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American Passages: A Literary SurveyUnit IndexAmerican Passages Home
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5. Masculine Heroes   



15. Poetry of Liberation

•  Unit Overview
•  Using the Video
•  Authors
•  Timeline
•  Activities
- Overview Questions
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Activities
- Context
Activities
- Creative Response
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Activities: Author Activities


Joy Harjo - Teaching Tips

Back Back to Joy Harjo Activities
  • Harjo's poems borrow from the Native American oral tradition and have a sense of rhythm that makes them even more powerful when read aloud. Have students read one of her poems aloud. How does the performance change the way they originally thought about the poem?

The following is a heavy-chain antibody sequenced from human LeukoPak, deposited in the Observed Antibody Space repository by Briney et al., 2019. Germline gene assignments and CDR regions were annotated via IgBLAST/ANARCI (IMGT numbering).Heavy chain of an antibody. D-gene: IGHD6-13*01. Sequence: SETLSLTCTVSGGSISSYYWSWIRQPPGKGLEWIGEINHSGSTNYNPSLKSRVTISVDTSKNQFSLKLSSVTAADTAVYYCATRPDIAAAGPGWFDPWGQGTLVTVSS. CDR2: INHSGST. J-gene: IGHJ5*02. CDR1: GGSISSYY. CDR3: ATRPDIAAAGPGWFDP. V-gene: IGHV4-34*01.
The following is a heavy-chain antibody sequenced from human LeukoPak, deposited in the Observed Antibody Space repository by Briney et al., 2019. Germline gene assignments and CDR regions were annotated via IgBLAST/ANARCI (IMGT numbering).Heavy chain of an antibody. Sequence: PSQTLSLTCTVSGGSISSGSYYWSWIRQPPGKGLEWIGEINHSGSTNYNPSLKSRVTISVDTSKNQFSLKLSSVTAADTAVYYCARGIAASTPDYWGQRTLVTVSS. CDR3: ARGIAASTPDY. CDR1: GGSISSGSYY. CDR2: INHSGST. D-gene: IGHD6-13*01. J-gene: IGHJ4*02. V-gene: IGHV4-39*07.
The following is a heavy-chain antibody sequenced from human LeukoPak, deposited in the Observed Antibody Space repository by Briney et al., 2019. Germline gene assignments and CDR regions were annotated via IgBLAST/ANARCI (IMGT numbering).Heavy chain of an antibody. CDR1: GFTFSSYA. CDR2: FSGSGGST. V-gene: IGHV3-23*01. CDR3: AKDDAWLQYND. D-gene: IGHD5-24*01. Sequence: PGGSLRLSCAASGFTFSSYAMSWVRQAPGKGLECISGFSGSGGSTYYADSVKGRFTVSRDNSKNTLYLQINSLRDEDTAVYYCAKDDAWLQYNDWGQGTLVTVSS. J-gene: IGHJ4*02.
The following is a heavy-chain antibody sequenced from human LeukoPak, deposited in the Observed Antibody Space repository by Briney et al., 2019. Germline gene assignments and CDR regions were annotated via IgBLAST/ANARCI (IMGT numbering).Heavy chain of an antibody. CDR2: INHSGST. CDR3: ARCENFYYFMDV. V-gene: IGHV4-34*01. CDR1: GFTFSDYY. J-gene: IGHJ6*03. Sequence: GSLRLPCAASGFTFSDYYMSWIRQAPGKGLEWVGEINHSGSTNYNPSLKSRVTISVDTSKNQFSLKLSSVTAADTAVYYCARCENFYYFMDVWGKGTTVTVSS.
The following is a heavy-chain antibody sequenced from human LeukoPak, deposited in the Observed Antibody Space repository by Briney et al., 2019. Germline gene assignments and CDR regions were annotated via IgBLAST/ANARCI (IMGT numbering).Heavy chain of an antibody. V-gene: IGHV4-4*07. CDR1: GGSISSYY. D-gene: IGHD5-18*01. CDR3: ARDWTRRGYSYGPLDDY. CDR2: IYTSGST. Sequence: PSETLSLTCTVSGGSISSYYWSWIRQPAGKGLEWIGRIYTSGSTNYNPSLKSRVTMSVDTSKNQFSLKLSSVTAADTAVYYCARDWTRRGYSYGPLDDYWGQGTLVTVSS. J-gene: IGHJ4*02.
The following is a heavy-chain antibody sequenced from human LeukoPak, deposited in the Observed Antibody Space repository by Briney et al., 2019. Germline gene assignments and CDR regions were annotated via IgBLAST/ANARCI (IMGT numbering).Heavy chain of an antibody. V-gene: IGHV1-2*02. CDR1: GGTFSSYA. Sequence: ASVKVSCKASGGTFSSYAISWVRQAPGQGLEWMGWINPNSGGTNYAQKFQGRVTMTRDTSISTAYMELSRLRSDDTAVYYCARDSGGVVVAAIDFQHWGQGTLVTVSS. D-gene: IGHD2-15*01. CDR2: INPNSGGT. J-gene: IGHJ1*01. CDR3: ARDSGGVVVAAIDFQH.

• Harjo is a saxophonist in a jazz band that combines Native American drums and instrumentals with the jazz of the American South, the geographic homelands of the Creek Indians. Though twenty-first-century American youth may associate jazz with "easy listening," it is important to consider jazz's revolutionary influence on literature and aesthetics during the twentieth century. For American writers, jazz referred not only to a musical style, but also to a style of dance, literature, dress, and art. Jazz's rebellion could be felt in the freedom of improvisation, as well as the ability to take old melodies, split them apart, and make them fit a new rhythm and worldview. Harjo borrows from jazz in her poetry both in terms of the syncopated rhythms of her work and in her affinities for improvisation, call and response, and collage. Ask students to explore the importance of jazz for Harjo's verse.




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